The Anchor Inn is a ‘Green’ Hospitality business
When the current owners of the Anchor Inn Hotel first bought the property 20 years ago, there was very little thought given to running an environmentally friendly, “green” hospitality business. Times have changed and we are proud of the conscientious effort that the entire team has put into making our small business, we think, very environmentally conscious. Today, every piece of cardboard is broken down and hauled away to a local re-cycling facility. Over ten years ago we decided to implement a re-cycling program for the plastic and glass that is generated in our commercial kitchen, housekeeping and laundry departments. Unlike residential programs, in our municipality no one picks up our recycling at the curb. We physically take it up to our local landfill site by the truck load. This job is done mostly by the owners of the company and we probably generate ten times the amount of a typical household. Think of all of your neighbors on your street putting their weekly re-cycling in a pile. It’s a fair bit of work, but the right thing to do, and as a bonus we get to visit Dave Draper our local municipal landfill top dog.
Several years ago we began a composting program at the Hotel. Today every coffee grind, egg shell and trimming from our fresh vegetables is placed in green bins and hauled, by the truck load, year round. This summer (2014) Justin Tilson has made composting extremely easy by picking it up and using it on his organic farm. In the past LoonSong Garden, owners Paul and Heather http://loonsong.net/ return the compost to their farm’s soil which produces vegetables, oats and wheat. This again is a lot of work, and can be a bit smelly on a warm summer day, but we believe it’s the right thing to do. In fact, to avoid stem rot on tomatoes, we routinely separate egg shells from the other compost, which are then crushed and planted at the plant base, so that Heather and Paul can use a greater percentage of their tomato yield. Together, the re-cycling and compost efforts at the Hotel have reduced the volume we ship to the local landfill by as much as 50%.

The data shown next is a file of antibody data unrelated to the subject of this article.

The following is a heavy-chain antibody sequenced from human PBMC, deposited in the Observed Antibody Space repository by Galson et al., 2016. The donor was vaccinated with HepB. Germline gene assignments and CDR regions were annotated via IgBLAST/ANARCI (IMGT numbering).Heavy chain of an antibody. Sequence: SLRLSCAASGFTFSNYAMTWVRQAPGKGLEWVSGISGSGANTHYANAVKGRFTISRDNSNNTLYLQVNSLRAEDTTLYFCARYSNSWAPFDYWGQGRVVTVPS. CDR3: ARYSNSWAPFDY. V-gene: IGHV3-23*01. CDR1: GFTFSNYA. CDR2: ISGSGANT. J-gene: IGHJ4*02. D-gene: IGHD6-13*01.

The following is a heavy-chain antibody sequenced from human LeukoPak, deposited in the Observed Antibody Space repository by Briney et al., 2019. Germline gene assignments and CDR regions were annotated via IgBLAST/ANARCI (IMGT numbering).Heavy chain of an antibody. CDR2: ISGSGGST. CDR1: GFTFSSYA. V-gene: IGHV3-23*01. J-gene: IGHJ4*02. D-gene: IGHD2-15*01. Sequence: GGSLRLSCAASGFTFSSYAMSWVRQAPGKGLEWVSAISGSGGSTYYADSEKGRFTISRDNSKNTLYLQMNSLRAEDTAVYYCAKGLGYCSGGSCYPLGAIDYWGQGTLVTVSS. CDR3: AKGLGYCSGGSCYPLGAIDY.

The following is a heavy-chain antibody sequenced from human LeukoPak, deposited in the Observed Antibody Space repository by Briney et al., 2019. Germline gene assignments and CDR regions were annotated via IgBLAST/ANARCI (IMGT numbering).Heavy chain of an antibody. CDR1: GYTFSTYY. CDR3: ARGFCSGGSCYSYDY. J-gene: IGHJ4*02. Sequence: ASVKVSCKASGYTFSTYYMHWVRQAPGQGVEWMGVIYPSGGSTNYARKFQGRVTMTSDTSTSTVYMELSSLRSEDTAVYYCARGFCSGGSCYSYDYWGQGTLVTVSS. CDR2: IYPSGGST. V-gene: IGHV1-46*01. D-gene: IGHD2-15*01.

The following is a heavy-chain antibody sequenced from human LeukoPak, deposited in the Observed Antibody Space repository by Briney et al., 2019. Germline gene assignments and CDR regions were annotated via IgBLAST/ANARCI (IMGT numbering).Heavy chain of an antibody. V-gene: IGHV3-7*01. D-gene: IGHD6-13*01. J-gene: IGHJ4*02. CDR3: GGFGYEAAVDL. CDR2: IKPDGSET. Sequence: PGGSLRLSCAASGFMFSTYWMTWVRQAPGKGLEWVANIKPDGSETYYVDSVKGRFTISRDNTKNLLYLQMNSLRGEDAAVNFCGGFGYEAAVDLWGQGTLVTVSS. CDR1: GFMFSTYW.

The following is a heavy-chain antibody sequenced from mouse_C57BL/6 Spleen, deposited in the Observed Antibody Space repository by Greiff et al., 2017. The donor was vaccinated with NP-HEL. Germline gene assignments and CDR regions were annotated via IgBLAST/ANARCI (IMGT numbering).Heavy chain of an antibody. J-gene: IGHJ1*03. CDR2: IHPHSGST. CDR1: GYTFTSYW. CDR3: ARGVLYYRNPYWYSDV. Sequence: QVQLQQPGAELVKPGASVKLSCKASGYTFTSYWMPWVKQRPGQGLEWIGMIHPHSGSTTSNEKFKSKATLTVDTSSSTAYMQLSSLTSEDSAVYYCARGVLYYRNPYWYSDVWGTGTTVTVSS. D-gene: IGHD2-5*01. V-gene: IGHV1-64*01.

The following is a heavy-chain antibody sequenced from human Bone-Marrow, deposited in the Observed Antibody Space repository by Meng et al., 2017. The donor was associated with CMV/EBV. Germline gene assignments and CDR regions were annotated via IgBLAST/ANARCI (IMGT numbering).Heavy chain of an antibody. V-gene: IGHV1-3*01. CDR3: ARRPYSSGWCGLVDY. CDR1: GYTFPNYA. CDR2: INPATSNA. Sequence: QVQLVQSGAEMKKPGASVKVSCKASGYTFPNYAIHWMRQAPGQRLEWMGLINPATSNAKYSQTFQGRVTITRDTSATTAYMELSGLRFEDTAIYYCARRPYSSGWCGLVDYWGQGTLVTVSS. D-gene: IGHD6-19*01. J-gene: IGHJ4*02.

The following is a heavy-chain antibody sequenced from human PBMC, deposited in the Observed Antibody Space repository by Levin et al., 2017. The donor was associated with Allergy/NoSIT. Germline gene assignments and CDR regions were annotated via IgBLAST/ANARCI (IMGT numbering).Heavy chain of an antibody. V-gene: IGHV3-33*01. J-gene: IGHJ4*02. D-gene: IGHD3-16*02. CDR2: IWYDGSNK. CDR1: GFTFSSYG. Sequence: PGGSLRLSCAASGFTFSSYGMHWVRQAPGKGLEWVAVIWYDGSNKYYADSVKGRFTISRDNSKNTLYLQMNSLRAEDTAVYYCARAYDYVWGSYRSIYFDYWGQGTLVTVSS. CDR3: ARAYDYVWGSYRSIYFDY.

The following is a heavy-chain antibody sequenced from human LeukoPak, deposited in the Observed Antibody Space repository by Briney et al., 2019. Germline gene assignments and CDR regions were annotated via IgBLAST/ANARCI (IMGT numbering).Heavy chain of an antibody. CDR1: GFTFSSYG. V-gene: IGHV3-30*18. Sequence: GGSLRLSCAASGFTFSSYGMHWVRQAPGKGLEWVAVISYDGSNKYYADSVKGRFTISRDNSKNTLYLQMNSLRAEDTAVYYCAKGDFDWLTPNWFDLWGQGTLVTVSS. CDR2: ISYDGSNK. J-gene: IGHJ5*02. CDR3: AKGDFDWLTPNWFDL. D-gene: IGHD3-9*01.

The Anchor Inn Hotel was built over 100 years ago. It was no surprise that some of the building’s infrastructure was not efficient by today’s standards. The first project was to replace our 1970’s vintage boilers that heat the Hotel. The new boiler immediately reduced our heating oil consumption and greenhouse gas emissions by approximately 30% and additionally the Hotel was warm in the winter. Our next project was the single largest capital investment in the Hotel since it was built in 1888. With some financial assistance from Industry Canada, we replaced 51 exterior windows and 13 exterior doors. At the same time we replaced all the lighting in the hotel with more efficient options, installed motion sensors that turn lights on when people are in rooms and hallways, and replaced our air-conditioning on the main floor with a new efficient system.
We have just launched a towel and linen guest “reuse” program allowing guests to choose to have their towels/linens changed daily or reuse for a couple of days. As well, we have recently replaced our housekeeping equipment laundry with high efficiency, low water consumption washers and high effiency dryers. At the suggestion of one of our dining room staff, we have replaced individual creamers for coffee with small stainless pitchers for both cream and milk. This may not sound like much, but we used to throw out a bag of those empty creamer containers every shift, two bags a day, 62 bags a month! We now use bio-degradable takeout containers, takeout out cutlery, garbage bags and disposable glasses, made out of sugar cane. These are more expensive, but again the right thing to do. Another simple inexpensive initiative that we undertook was to simply ask customers ordering takeout , if they required the takeout packets of ketchup, vinegar, cutlery, etc. We were amazed that 70% of people declined those items…they were simply taking the food home and usually just threw out the condiments! Finally, we recently installed low flow toilets in our public washrooms, in an effort to reduce the approximately 1 million gallons of water we use each year.